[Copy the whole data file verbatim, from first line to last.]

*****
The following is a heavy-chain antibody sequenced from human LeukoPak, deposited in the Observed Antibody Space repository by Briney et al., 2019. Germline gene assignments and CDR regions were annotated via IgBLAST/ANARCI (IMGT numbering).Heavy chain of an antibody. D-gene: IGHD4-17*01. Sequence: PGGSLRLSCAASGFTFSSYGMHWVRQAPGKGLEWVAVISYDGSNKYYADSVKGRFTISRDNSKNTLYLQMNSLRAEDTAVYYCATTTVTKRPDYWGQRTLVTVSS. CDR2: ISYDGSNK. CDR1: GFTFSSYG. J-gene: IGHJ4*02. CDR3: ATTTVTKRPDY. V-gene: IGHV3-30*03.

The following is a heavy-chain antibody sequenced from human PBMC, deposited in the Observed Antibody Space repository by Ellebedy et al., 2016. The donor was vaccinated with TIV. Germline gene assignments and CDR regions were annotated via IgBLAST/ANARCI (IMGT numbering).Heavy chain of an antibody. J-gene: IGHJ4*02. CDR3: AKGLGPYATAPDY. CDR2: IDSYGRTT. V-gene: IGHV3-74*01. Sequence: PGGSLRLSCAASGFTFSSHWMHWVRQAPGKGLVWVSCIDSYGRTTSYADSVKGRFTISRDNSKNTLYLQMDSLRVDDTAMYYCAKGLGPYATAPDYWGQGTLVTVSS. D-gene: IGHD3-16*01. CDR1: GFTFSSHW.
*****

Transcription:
The following is a heavy-chain antibody sequenced from human LeukoPak, deposited in the Observed Antibody Space repository by Briney et al., 2019. Germline gene assignments and CDR regions were annotated via IgBLAST/ANARCI (IMGT numbering).Heavy chain of an antibody. D-gene: IGHD4-17*01. Sequence: PGGSLRLSCAASGFTFSSYGMHWVRQAPGKGLEWVAVISYDGSNKYYADSVKGRFTISRDNSKNTLYLQMNSLRAEDTAVYYCATTTVTKRPDYWGQRTLVTVSS. CDR2: ISYDGSNK. CDR1: GFTFSSYG. J-gene: IGHJ4*02. CDR3: ATTTVTKRPDY. V-gene: IGHV3-30*03.

The following is a heavy-chain antibody sequenced from human PBMC, deposited in the Observed Antibody Space repository by Ellebedy et al., 2016. The donor was vaccinated with TIV. Germline gene assignments and CDR regions were annotated via IgBLAST/ANARCI (IMGT numbering).Heavy chain of an antibody. J-gene: IGHJ4*02. CDR3: AKGLGPYATAPDY. CDR2: IDSYGRTT. V-gene: IGHV3-74*01. Sequence: PGGSLRLSCAASGFTFSSHWMHWVRQAPGKGLVWVSCIDSYGRTTSYADSVKGRFTISRDNSKNTLYLQMDSLRVDDTAMYYCAKGLGPYATAPDYWGQGTLVTVSS. D-gene: IGHD3-16*01. CDR1: GFTFSSHW.